As you prepare to implement the revised EYFS framework, there’s no need to abandon the good advice of the last four years, says head of early years at 4Children, Sue Robb…
Despite the deserved attention that the publication of the revised Early Years Foundation Stage framework has received, it is encouraging that the sector has recognised that the reformed EYFS does not herald an ‘all change’ approach. In many respects, the delivery of the framework remains the same at heart; however, the arrival of the new document does provide an excellent opportunity for practitioners to take a step back and reflect on their practice and identify areas for refinement and improvement.
It’s important to note that many of the existing EYFS resources are as helpful now as when they were first published. The Foundation Years website (foundationyears.org.uk) is home to a number of ‘historic’ resources produced over the last four years, which many will find a useful reference to support their current practice, as well as to inform the implementation of the new framework this coming September.
Said resources can be found in the library and I have highlighted a few here:
1. Published in late 2011, the Learning, Playing and Interacting guidance considers the best approaches to play and learning for young children, and clarifies the role of adults who support and enhance young children’s learning through a wide range of contexts including child-initiated and adult-led activities.
2. Also published in late 2011, the Mark Making Matters guidance explores how an improved understanding of the importance of mark making can strengthen provision for communication, language and literacy (CLL) and problem-solving, reasoning and numeracy (PSRN).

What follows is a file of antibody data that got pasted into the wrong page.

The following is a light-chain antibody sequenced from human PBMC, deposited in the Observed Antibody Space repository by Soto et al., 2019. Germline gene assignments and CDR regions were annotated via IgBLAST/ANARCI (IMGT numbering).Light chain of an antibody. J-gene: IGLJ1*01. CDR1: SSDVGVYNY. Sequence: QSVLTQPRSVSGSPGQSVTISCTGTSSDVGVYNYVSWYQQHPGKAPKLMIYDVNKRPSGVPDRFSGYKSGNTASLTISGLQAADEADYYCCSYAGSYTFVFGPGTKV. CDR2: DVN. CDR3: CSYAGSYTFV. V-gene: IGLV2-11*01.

3. The Social and emotional aspects of development guidance is still as relevant as when it was published due to the importance of all aspects of personal, social and emotional development. This booklet contains materials designed for practitioners working with all children in the foundation years.
4. The Every Child a Talker guidance continues to provide plenty of vital information for practitioners in developing high-quality language provision in all early years settings. Of particular interest are the ECaT monitoring sheets to track children’s progress.
5. The Early Years Quality Improvement Support Programme (EYQISP) is still just as vital as it was when first published for providing local authority early years consultants and leaders of early years settings with tools to support continuous quality improvement in line with the principles of the Early Years Foundation Stage Framework (EYFS).
6. Another addition to the list is an electronic version of Birth to Three Matters – a piece of guidance that provides practitioners with a worthy set of materials to support their practice with younger children in the foundation years. With the introduction of the extended two-year-old entitlement this will be a helpful resource to support practitioners.
Although it was published 10 years ago in hard copy, many practitioners have not had the opportunity to refer to the material despite it having some excellent guidance on how to support those working with younger children. This material is underpinned by a variety of trusting relationships beyond just parents and families, which are vital for improving a child’s wellbeing, and stresses the importance of the shared process with which children learn from birth.
The importance and popularity of the Birth to Three Matters guidance remains and practitioners have consistently asked where they can find the original packs. With the packs still offering a valuable resource, the Foundation Years Strategic Partnership have converted the previous hard copy booklet and accompanying cards into an easy-to-access electronic format which will be completely free of charge.
The key thing to remember when getting ready to implement the reformed EYFS Framework for this coming September is: do not ‘do away’ with any previous resources. Despite there being the revisions to the EYFS guidance, many of the older resources are just as crucial for parents and practitioners supporting children as when they were first published.
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